MBTA would need to impose deeper cuts without Beacon Hill aid, Davey tells lawmakers

The state’s top transportation official warned Monday that commuters could face even steeper fare increases and more severe service cuts unless legislators allow the MBTA to tap $51 million from a little-known surplus in a fund fed by motor vehicle inspections.

“We don’t have a contingency in place,’’ Secretary of Transportation Richard A. Davey said. “We’d have to go back to our board and talk about how we could close that. It’s a position we’d prefer not to be in.’’

The plea from Davey was met with skepticism from some lawmakers on the Joint Transportation Committee who questioned the fairness of directing the surplus from the statewide fund to the T.


The House chairman on the committee, Representative William Straus, told Davey he would prefer that some of the surplus from the car inspection fund be diverted to local bus systems in smaller cities beyond Boston.

“I don’t want to belabor the point, but I want to let you know that’s an issue,’’ said Straus, a Mattapoisett Democrat. “And to the extent that creates a gap in the MBTA’s planning for the next fiscal year’s budget, it’s something from my perspective that we need to work on.’’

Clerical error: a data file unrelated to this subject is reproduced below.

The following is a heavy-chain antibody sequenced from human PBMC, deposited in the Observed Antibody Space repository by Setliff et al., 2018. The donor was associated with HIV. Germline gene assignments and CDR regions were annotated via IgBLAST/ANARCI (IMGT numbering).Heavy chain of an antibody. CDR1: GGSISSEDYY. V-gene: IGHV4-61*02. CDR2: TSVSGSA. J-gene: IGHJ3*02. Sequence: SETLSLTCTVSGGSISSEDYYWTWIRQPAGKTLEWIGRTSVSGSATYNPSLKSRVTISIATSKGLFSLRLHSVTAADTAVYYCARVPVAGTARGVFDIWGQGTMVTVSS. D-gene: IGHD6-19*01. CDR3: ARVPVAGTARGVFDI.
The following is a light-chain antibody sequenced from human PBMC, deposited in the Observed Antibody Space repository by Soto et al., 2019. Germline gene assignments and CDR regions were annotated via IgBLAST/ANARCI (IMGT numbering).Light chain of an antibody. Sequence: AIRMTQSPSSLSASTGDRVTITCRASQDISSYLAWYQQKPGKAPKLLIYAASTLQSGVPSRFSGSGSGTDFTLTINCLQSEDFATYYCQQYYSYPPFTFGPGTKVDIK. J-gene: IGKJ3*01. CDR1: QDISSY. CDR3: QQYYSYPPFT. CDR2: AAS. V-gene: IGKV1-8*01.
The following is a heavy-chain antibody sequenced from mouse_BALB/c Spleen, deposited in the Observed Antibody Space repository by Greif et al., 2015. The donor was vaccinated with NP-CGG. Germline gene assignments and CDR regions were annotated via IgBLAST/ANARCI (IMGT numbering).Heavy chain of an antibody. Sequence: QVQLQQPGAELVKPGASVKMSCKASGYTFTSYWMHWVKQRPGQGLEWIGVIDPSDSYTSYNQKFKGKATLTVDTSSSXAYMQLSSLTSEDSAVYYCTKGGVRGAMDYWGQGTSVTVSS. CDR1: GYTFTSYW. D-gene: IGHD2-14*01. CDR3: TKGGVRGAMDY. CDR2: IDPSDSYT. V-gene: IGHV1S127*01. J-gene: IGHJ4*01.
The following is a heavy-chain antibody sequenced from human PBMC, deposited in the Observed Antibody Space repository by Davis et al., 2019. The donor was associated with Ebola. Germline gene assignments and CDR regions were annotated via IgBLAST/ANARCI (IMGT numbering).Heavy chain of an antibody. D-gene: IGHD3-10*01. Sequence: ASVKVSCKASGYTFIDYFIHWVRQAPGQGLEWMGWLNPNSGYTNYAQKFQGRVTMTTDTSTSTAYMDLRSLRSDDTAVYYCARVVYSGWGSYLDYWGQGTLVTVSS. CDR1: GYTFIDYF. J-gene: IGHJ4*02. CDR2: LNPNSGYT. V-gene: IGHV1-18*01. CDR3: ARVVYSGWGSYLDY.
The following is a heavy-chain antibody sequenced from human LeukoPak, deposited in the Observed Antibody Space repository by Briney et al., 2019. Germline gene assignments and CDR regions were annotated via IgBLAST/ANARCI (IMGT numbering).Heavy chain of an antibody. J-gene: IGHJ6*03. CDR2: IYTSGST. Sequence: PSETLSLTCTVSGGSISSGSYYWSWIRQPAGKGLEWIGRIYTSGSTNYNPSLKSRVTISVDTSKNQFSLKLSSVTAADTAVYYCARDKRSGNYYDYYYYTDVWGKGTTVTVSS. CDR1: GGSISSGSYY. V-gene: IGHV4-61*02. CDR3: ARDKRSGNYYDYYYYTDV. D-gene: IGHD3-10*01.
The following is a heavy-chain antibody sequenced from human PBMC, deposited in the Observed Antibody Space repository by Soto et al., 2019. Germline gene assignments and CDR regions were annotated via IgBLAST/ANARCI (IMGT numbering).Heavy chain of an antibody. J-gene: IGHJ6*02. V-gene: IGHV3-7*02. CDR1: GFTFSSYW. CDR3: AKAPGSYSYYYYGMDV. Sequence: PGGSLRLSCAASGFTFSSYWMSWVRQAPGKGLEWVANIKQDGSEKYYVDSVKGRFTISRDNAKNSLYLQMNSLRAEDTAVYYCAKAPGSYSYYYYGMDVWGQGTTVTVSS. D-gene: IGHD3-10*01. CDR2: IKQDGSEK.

Nearly $38 million of the $51 million, or close to 75 percent, earmarked from the motor vehicle inspection fund came from inspections in the population-dense cities and towns of the MBTA’s service area, Davey said.

Representative Michael J. Finn, a West Springfield Democrat, pointed out that the Springfield area’s Pioneer Valley Transit Authority is also facing a fare increase, without the promise of additional state aid.

“This is indicative of where we are in the Commonwealth,’’ Davey said, noting that the regional bus agencies, the highway system, and the T have languished from insufficient investment and relying too heavily on borrowing in a state reluctant to approve taxes to support transportation. He said he would try to find a few hundred thousand dollars to aid the Pioneer Valley bus system for fiscal 2013, while asking lawmakers to work toward “a long-term funding fix to address our statewide transportation funding.’’


In addition to the $51 million auto inspection surplus, the bill from Governor Deval Patrick’s administration also asks lawmakers to cap damages in lawsuits against the T at $100,000, saving an estimated $4 million a year. It would allow the T to coordinate with the Executive Office of Health and Human Services to seek Medicaid and Medicare reimbursements for some trips provided by The Ride, the door-to-door service for people with disabilities.

Straus and the committee’s Senate chairman, Thomas M. McGee, did not predict how the committee would vote but said they expect the panel to act within three to four weeks.

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